We learned on March 16 2018 that Roger Foley, a 42 year old man diagnosed with various illnesses, who is disabled, has been experiencing abuse in home care and substandard care in hospital.
Roger Foley
The hospital abused him by threatening to charge him for his daily care; they also ‘offered medical aid in dying’ (sic). Foley did not ask to die, yet the hospital suggested it as an apparently good idea. From the source article

‘…administrators have tried to discharge him (Foley) from Victoria Hospital, have threatened to charge him the non-OHIP rate of $1800 a day to stay in a room and offered to refer him for a medically assisted death.’
Sign the petition: I support Roger Foley's plea assisted life not assisted death (Link).

Canadian man wants assisted life not assisted death.

Sign the petition: I support Roger Foley's plea assisted life not assisted death (Link).

Roger Foley
Alex Schadenberg
Executive Director, Euthanasia Prevention Coalition

CTV News reported that Roger Foley, who is lives with a cerebellar ataxia, a degenerative neurological condition, has launched a lawsuit naming the London Health Sciences Centre and the Southwest Regional LHIN, stating that they are offering him assisted death (MAiD) but they are not willing to provide him with an assisted life.

CTV News reported Foley as stating:
a government-selected home care provider had previously left him in ill health with injuries and food poisoning. Unwilling to continue living at home with the help of that home care provider, and eager to leave the London hospital where he’s been cloistered for two years, Foley is suing the hospital, several health agencies and the attorneys general of Ontario and Canada in the hopes of being given the opportunity to set up a health care team to help him live at home again -- a request he claims he has previously been denied.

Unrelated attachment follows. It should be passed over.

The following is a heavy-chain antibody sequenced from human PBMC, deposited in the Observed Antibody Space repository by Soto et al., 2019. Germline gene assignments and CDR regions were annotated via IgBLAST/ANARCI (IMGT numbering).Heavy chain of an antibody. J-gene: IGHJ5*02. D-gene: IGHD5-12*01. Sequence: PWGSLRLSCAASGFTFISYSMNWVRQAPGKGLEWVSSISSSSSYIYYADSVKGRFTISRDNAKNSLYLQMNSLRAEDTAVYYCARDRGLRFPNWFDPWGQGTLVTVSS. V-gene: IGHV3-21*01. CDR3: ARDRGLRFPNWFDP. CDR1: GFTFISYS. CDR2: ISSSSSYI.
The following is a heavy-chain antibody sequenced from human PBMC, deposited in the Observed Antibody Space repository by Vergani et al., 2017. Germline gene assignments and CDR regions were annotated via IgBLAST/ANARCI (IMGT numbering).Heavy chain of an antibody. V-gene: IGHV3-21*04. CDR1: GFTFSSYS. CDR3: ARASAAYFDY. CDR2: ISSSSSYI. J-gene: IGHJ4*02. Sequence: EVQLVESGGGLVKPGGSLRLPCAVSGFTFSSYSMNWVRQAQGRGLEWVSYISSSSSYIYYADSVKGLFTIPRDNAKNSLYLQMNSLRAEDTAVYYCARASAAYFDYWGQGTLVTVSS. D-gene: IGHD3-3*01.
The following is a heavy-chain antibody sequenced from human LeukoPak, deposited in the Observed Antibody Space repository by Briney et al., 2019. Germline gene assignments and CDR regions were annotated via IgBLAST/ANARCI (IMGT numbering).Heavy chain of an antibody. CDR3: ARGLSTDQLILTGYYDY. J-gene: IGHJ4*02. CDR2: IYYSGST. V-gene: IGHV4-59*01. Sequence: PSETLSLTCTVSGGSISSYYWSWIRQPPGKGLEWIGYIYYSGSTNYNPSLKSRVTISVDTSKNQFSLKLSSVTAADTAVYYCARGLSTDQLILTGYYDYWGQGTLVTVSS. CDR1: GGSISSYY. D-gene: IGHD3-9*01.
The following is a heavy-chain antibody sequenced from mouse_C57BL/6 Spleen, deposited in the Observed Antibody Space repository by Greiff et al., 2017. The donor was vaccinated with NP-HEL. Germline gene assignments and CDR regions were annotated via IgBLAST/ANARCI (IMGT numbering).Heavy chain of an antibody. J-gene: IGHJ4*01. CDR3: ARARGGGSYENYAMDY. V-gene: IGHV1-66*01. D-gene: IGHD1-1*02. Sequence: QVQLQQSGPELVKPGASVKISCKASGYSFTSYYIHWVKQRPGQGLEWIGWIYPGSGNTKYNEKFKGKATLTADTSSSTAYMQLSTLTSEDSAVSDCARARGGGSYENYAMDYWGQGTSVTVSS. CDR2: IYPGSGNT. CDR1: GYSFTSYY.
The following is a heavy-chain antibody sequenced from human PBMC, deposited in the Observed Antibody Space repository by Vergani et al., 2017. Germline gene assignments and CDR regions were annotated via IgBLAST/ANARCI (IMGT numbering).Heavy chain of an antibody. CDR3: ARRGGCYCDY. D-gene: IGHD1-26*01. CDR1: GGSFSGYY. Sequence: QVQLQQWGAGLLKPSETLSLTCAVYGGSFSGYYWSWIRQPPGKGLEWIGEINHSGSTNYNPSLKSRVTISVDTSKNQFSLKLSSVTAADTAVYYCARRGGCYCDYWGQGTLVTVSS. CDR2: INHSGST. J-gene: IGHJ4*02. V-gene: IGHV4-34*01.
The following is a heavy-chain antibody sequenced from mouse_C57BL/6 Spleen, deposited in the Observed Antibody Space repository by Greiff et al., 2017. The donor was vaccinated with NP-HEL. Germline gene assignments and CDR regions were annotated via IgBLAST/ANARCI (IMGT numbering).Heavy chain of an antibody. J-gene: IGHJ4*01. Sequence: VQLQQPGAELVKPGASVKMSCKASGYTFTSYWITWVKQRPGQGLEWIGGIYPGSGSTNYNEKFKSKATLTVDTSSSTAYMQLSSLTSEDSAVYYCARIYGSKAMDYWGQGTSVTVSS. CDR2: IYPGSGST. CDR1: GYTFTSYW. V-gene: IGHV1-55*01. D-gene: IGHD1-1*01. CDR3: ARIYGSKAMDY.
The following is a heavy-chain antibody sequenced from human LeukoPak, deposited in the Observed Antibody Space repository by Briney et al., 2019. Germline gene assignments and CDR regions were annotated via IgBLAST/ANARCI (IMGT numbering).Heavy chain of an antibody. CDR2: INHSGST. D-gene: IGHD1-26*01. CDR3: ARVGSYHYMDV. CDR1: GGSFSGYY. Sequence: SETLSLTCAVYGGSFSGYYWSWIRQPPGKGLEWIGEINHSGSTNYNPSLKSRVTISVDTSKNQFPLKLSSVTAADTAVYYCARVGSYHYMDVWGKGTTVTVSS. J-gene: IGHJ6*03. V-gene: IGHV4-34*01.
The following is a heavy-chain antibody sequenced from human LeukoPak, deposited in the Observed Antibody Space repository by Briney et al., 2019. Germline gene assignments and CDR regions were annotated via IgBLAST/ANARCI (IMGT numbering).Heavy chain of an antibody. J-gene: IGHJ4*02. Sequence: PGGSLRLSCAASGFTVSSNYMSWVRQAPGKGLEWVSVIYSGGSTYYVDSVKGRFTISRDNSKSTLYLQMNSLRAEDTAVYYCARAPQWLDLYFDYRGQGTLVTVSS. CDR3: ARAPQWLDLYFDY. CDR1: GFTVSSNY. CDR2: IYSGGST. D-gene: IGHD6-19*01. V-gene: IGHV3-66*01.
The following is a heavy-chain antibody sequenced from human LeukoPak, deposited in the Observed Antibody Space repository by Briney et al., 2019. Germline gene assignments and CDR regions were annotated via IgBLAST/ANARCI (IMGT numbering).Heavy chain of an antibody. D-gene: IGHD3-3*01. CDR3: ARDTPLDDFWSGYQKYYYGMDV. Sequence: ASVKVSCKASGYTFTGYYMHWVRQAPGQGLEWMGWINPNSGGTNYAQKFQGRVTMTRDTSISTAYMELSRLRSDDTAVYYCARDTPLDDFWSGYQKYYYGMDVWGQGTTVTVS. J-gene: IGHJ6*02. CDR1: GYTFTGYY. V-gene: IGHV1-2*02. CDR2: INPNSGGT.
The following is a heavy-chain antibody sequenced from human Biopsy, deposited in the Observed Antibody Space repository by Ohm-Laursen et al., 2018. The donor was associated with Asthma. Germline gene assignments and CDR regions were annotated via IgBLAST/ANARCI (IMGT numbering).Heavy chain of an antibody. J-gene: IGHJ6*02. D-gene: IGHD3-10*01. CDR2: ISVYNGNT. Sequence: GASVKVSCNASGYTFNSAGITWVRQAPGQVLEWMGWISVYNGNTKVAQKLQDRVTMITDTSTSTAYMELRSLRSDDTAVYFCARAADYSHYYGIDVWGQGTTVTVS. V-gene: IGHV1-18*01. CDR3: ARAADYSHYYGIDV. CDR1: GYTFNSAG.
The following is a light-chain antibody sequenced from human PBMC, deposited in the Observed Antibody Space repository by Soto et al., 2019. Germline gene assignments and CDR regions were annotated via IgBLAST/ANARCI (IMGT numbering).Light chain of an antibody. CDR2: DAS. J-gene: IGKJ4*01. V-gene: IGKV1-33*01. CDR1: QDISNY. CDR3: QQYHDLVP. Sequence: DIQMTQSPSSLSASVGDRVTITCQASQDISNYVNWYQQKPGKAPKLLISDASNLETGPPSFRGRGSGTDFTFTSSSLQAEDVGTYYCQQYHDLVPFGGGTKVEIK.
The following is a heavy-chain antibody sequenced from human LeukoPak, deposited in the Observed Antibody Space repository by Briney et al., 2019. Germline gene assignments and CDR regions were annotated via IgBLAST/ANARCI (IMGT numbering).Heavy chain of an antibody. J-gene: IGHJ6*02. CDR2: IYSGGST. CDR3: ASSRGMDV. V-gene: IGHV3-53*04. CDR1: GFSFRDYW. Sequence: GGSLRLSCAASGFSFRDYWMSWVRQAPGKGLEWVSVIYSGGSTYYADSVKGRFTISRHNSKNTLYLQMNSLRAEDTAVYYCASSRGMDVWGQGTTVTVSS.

“I have no desire to take up a valuable hospital bed,” Foley explained. “But at this point, it’s my only option.”
Foley has been offered euthanasia (MAiD), but Foley does not want to die - he simply wants to live at home. CTV News reported:
“I have been given the wrong medications, I have been provided food where I got food poisoning, I’ve had workers fall asleep in my living room, burners and appliances constantly left on, a fire, and I have been injured during exercises and transfers, When I report(ed) these things to the agency, I would not get a response.” 
“Unfortunately, the Ontario health-care system and the Ontario home-care system has broken my spirit and sent my life into a void of bureaucracy accompanied by a lack of accountability and oversight,”  
Foley has asked to manage his own home care team. Doing that is called “self-directed care,” and Ontario recently created an agency called Self-Directed Personal Support Services Ontario (SDPSSO) to help co-ordinate such activities. 
“I need self-directed funding in order to return to my home, I need to be able to hire my own workers to build my (home) care to work with me”
Foley's lawyer, Ken Berger, doesn't understand why they have not offered a solution for Foley. Berger stated:
the only two options offered to him have been a “forced discharge” from the hospital “to work with contracted agencies that have failed him” or medically assisted death. Refusing to leave the hospital and unwilling to die by a doctor’s hand, Foley claims he has been threatened with a $1,800 per day hospital bill, which is roughly the non-OHIP daily rate for a hospital stay.